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When everyone has a home

Housing advice for Northern Ireland

Small claims court

You can use the Small Claims Court to take legal action against someone if you are claiming less than £3000. You don't need a solicitor to go to Small Claims Court so the costs are much lower than the costs for other types of legal action.  Landlords and tenants could end up in the Small Claims Court if there is a dispute over deposits or unpaid rent. You can't use this court for claims about personal injuries. 

Before going to court

You need to try to resolve the problem yourself before going to court.  You should write to the person you're threatening with Small Claims, setting out your argument and asking for a response.  If you don't get a response, or the response doesn't resolve the problem, you should write again explaining that you feel you have no option but to try to solve the matter in Small Claims Court. 

The Court Service has published a useful guide on the Small Claims Process which explains the steps the court expects you to have taken before you bring a case in front of the court. 

Fees for using Small Claims Court

You will have to pay a fee to use the Small Claims Court.  The amount you'll pay depends on how much you are suing for.  The fees are

  • £33 for claims of £300 or less
  • £55 for claims between £300 and £500
  • £77 for claims between £500 and £1000
  • £110 for claims over £1000
  • £165 to lodge an appeal

Some people are exempt from paying court fees.  You may not have to pay fees or you may have your fees reduced or returned to you if you

  • receive income based job seekers allowance
  • receive income support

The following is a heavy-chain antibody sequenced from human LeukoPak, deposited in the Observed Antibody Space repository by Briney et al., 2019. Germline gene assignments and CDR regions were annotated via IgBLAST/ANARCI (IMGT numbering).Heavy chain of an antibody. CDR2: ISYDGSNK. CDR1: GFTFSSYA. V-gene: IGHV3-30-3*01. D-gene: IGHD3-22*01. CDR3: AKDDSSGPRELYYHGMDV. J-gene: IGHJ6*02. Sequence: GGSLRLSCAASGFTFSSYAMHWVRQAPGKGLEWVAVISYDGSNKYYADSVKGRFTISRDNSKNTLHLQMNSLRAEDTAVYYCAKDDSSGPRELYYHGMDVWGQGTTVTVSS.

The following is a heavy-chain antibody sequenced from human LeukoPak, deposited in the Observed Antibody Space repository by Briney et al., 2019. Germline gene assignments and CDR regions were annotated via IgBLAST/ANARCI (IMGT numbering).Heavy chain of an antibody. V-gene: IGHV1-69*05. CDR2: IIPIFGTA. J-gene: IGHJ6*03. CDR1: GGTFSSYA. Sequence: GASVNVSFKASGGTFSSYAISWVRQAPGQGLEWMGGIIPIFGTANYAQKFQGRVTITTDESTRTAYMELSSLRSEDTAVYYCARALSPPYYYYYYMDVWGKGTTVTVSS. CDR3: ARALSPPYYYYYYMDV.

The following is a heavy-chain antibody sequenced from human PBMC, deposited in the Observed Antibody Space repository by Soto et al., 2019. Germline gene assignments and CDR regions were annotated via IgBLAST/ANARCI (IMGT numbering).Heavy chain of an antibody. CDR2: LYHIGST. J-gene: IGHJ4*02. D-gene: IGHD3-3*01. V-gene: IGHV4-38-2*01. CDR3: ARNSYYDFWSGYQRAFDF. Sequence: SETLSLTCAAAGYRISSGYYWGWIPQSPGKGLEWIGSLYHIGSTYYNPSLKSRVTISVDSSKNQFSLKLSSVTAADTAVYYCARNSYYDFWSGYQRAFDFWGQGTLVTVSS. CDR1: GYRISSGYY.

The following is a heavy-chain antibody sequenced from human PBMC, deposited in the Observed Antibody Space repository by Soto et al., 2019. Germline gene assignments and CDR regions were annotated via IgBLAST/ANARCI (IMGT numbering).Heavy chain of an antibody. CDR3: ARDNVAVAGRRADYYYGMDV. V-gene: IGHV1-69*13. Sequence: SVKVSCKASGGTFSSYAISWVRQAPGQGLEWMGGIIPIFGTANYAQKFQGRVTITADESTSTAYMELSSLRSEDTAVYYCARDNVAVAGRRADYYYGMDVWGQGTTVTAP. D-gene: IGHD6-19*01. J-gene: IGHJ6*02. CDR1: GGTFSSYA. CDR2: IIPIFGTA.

• receive the guarantee element of pension credit
  • receive working tax credits and you meet certain other conditions
  • can show that paying the fee would cause financial hardship 
  • receive income related Employment and Support Allowance

You need to complete form ER1 if you think that you should be exempt from paying fees. Once you've completed the form send it, and proof of your income or the benefits you're receiving, to the courts along with your Small Claims application.  You can get a useful leaflet from the NI Court Service explaining what you should do if you think you shouldn't have to pay a fee or should have your fees returned to you. 

Applying to court

You need to apply using the correct form.  You can get the forms you need on the Court Service's website.  Gather up any evidence you have that supports your claim.  This could include letters or emails, receipts for payment or copies of your tenancy agreement. 

You'll need to enter the details of the person you're taking action against, including their home address.  If the person lives outside Northern Ireland there is a special process you'll need to follow, which is explained in the Court Serice's guide to small claims

When you're completing the form, state the facts of the case simply and clearly.  You need to explain how much money you are claiming for and break this down into the amount you're claiming for, the interest, if any, that you are owed on this amount and the court fee you have paid.